Wednesday, March 09, 2016

Privacy

Privacy is not well understood by policemen. Article 31 of the Constitution,
Every person has the right to privacy, which includes the right not to have—
(a) their person, home or property searched;
(b) their possessions seized;
(c) information relating to their family or private affairs unnecessarily required or revealed; or
(d) the privacy of their communications infringed.
These are fundamental considerations that the National Police Service and the Director of Public Prosecutions must consider in the light of the increasing cases of violations of Article 31. Importantly too, Kenyans must be educated about their privacy rights, and what is and what isn't acceptable in that regard.

Take the more common case of the unlawful infringement of this right: the invasion by policemen of motorists' vehicles in the guise of enforcing a provision of the Traffic Act. Where a policeman accuses a motorist of committing a traffic offence, if it is the more common minor traffic offences such as "obstruction", "driving without a license", "obscuring the registration number plate", etc, the accused traffic offender has the option of admitting his guilt and paying a fine. If he challenges the accusation, he shall have his day in court.

The mechanisms of paying the fine or challenging the accusation are all founded on a document known as a Notice To Appear, which sets out the alleged offence, the name of the offender, the registration details of the vehicle driven during the commission of the alleged offence, the prescribed penalty (usually a fine), the police station at which the policeman issuing the notice is based, and the court in which the matter will be prosecuted. In either case, there is absolutely no requirement for the motorist to accompany the policeman to the police station and, therefore, there is no requirement for the policeman to ride in ones vehicle to the police station.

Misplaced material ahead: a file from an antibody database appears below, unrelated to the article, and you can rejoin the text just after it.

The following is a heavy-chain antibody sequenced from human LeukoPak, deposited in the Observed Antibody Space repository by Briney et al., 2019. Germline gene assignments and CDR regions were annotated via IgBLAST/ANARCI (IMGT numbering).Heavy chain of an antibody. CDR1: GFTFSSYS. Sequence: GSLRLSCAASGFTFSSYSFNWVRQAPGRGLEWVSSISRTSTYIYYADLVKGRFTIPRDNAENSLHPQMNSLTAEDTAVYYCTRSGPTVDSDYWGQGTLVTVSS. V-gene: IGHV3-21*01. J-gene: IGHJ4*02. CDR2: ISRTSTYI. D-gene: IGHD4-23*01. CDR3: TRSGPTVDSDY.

Despite all this, daily we are regaled by amusing stories of policemen violating our right to privacy simply because they have accused us of minor traffic offences. They are aided and abetted by the Director of Public Prosecutions who should be alive to the violations taking place even as his officers draw up charge sheets. The only way our right to privacy can be limited is with the authority of the court when they issue warrants. Unless you can persuade me that every traffic policeman has a general warrant to enter each vehicle driven by a suspected traffic offender, I believe that the police are acting with criminal disregard for our rights.

Before you scoff and go, "Stating the bleedin' obvious!" consider this: it is important to describe the offence in precise terms so that we do not generalise our grievances. When the police believe that your car is not a private place, then they can expand the list of non-private personal spaces to include your password-protected mobiles, homes, even your bedrooms, bathrooms or toilets. We must draw the line; I believe it is important to have the line drawn at the privacy of our motor vehicles. If we don't, every time we are detained by the police, they will feel like they have the authority to demand access to our mobile phones or the contents of our wallets. You definitely don't that.

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